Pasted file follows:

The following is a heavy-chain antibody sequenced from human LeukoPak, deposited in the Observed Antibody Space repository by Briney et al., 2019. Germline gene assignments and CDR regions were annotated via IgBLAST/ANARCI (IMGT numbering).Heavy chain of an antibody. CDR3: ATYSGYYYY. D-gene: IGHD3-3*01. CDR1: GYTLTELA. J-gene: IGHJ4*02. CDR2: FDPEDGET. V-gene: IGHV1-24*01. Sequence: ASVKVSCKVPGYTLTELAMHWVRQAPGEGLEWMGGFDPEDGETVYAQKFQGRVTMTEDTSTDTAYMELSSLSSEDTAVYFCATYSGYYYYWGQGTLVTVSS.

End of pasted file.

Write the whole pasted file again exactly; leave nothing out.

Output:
The following is a heavy-chain antibody sequenced from human LeukoPak, deposited in the Observed Antibody Space repository by Briney et al., 2019. Germline gene assignments and CDR regions were annotated via IgBLAST/ANARCI (IMGT numbering).Heavy chain of an antibody. CDR3: ATYSGYYYY. D-gene: IGHD3-3*01. CDR1: GYTLTELA. J-gene: IGHJ4*02. CDR2: FDPEDGET. V-gene: IGHV1-24*01. Sequence: ASVKVSCKVPGYTLTELAMHWVRQAPGEGLEWMGGFDPEDGETVYAQKFQGRVTMTEDTSTDTAYMELSSLSSEDTAVYFCATYSGYYYYWGQGTLVTVSS.